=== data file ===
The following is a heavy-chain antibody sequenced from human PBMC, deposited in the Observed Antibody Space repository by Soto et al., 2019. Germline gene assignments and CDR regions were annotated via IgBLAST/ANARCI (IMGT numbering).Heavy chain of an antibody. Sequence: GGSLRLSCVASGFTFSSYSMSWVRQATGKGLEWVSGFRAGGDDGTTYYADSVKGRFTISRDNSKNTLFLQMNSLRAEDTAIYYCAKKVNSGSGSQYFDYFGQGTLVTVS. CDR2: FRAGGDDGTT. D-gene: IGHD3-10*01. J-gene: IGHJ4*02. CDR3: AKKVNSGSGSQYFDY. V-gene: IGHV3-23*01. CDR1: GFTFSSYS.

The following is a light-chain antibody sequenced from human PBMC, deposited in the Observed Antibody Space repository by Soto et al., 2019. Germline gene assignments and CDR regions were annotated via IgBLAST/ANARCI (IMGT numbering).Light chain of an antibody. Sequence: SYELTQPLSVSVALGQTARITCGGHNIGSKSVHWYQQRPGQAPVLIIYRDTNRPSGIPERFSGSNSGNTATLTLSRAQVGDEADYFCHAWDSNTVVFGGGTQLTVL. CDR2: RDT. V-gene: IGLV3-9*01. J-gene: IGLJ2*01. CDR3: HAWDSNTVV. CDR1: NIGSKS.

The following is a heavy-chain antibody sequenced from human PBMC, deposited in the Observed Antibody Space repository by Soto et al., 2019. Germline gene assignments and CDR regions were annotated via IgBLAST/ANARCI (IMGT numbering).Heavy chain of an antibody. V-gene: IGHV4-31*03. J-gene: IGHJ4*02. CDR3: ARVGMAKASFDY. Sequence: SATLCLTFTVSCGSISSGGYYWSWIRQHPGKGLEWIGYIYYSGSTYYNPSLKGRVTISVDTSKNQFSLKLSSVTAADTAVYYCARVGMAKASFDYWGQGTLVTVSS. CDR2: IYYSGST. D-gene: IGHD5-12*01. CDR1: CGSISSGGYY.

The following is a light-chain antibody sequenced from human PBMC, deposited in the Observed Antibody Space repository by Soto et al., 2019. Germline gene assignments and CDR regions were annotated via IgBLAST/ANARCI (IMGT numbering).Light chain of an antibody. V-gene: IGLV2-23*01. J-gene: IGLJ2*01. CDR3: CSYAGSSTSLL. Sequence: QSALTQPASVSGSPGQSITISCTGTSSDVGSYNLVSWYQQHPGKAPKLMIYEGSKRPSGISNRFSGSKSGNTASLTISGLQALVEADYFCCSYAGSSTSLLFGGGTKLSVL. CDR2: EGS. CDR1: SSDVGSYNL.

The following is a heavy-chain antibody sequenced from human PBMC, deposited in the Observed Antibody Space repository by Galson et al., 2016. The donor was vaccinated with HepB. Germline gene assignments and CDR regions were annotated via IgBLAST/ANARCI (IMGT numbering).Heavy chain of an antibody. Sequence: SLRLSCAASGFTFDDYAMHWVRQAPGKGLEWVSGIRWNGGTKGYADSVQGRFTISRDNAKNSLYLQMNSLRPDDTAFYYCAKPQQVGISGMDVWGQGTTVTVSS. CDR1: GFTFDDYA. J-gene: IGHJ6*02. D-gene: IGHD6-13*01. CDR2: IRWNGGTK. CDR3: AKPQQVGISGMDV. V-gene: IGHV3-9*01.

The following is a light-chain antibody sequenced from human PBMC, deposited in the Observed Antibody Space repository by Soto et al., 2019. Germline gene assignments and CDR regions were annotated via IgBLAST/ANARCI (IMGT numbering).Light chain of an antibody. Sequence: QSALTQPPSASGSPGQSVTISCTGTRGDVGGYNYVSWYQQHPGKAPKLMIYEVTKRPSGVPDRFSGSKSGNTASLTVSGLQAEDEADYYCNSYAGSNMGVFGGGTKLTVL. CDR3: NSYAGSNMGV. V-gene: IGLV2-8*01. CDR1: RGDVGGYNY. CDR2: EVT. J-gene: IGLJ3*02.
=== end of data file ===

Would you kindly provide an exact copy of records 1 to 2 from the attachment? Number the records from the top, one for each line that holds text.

The following is a heavy-chain antibody sequenced from human PBMC, deposited in the Observed Antibody Space repository by Soto et al., 2019. Germline gene assignments and CDR regions were annotated via IgBLAST/ANARCI (IMGT numbering).Heavy chain of an antibody. Sequence: GGSLRLSCVASGFTFSSYSMSWVRQATGKGLEWVSGFRAGGDDGTTYYADSVKGRFTISRDNSKNTLFLQMNSLRAEDTAIYYCAKKVNSGSGSQYFDYFGQGTLVTVS. CDR2: FRAGGDDGTT. D-gene: IGHD3-10*01. J-gene: IGHJ4*02. CDR3: AKKVNSGSGSQYFDY. V-gene: IGHV3-23*01. CDR1: GFTFSSYS.

The following is a light-chain antibody sequenced from human PBMC, deposited in the Observed Antibody Space repository by Soto et al., 2019. Germline gene assignments and CDR regions were annotated via IgBLAST/ANARCI (IMGT numbering).Light chain of an antibody. Sequence: SYELTQPLSVSVALGQTARITCGGHNIGSKSVHWYQQRPGQAPVLIIYRDTNRPSGIPERFSGSNSGNTATLTLSRAQVGDEADYFCHAWDSNTVVFGGGTQLTVL. CDR2: RDT. V-gene: IGLV3-9*01. J-gene: IGLJ2*01. CDR3: HAWDSNTVV. CDR1: NIGSKS.